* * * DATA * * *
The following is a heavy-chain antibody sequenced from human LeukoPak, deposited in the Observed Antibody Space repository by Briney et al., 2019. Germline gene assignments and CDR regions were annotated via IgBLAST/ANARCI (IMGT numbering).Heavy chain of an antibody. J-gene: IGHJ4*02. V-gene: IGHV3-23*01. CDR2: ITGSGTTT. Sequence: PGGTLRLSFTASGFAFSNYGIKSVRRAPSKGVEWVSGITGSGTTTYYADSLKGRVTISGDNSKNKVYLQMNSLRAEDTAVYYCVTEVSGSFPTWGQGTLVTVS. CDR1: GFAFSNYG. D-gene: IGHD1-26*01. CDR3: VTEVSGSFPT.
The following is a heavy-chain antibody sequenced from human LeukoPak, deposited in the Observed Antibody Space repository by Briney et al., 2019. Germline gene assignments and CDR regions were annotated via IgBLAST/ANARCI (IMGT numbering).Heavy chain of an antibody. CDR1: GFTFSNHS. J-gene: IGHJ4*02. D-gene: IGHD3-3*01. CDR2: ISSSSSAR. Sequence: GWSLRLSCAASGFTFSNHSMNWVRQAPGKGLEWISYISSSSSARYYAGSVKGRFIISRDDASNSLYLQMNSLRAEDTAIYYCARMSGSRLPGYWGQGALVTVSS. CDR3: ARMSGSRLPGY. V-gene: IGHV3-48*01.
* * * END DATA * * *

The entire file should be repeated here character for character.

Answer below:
The following is a heavy-chain antibody sequenced from human LeukoPak, deposited in the Observed Antibody Space repository by Briney et al., 2019. Germline gene assignments and CDR regions were annotated via IgBLAST/ANARCI (IMGT numbering).Heavy chain of an antibody. J-gene: IGHJ4*02. V-gene: IGHV3-23*01. CDR2: ITGSGTTT. Sequence: PGGTLRLSFTASGFAFSNYGIKSVRRAPSKGVEWVSGITGSGTTTYYADSLKGRVTISGDNSKNKVYLQMNSLRAEDTAVYYCVTEVSGSFPTWGQGTLVTVS. CDR1: GFAFSNYG. D-gene: IGHD1-26*01. CDR3: VTEVSGSFPT.
The following is a heavy-chain antibody sequenced from human LeukoPak, deposited in the Observed Antibody Space repository by Briney et al., 2019. Germline gene assignments and CDR regions were annotated via IgBLAST/ANARCI (IMGT numbering).Heavy chain of an antibody. CDR1: GFTFSNHS. J-gene: IGHJ4*02. D-gene: IGHD3-3*01. CDR2: ISSSSSAR. Sequence: GWSLRLSCAASGFTFSNHSMNWVRQAPGKGLEWISYISSSSSARYYAGSVKGRFIISRDDASNSLYLQMNSLRAEDTAIYYCARMSGSRLPGYWGQGALVTVSS. CDR3: ARMSGSRLPGY. V-gene: IGHV3-48*01.